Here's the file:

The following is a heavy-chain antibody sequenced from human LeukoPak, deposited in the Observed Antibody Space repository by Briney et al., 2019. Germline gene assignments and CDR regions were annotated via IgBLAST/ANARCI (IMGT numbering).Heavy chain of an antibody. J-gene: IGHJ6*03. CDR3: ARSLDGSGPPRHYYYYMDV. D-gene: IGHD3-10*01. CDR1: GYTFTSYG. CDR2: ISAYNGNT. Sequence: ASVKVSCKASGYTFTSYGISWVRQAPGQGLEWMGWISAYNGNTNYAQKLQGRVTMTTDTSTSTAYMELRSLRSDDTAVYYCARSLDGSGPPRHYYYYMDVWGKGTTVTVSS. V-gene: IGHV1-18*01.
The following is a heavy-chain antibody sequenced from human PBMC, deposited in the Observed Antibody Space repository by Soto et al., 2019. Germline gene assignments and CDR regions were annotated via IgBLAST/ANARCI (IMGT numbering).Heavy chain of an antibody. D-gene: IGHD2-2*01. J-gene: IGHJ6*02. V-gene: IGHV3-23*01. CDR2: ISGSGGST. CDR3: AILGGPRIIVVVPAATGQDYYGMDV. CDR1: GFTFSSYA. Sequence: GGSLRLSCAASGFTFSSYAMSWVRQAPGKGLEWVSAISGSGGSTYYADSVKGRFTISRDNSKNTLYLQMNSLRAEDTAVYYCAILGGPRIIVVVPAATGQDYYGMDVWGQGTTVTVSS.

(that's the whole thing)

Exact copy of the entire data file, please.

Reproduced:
The following is a heavy-chain antibody sequenced from human LeukoPak, deposited in the Observed Antibody Space repository by Briney et al., 2019. Germline gene assignments and CDR regions were annotated via IgBLAST/ANARCI (IMGT numbering).Heavy chain of an antibody. J-gene: IGHJ6*03. CDR3: ARSLDGSGPPRHYYYYMDV. D-gene: IGHD3-10*01. CDR1: GYTFTSYG. CDR2: ISAYNGNT. Sequence: ASVKVSCKASGYTFTSYGISWVRQAPGQGLEWMGWISAYNGNTNYAQKLQGRVTMTTDTSTSTAYMELRSLRSDDTAVYYCARSLDGSGPPRHYYYYMDVWGKGTTVTVSS. V-gene: IGHV1-18*01.
The following is a heavy-chain antibody sequenced from human PBMC, deposited in the Observed Antibody Space repository by Soto et al., 2019. Germline gene assignments and CDR regions were annotated via IgBLAST/ANARCI (IMGT numbering).Heavy chain of an antibody. D-gene: IGHD2-2*01. J-gene: IGHJ6*02. V-gene: IGHV3-23*01. CDR2: ISGSGGST. CDR3: AILGGPRIIVVVPAATGQDYYGMDV. CDR1: GFTFSSYA. Sequence: GGSLRLSCAASGFTFSSYAMSWVRQAPGKGLEWVSAISGSGGSTYYADSVKGRFTISRDNSKNTLYLQMNSLRAEDTAVYYCAILGGPRIIVVVPAATGQDYYGMDVWGQGTTVTVSS.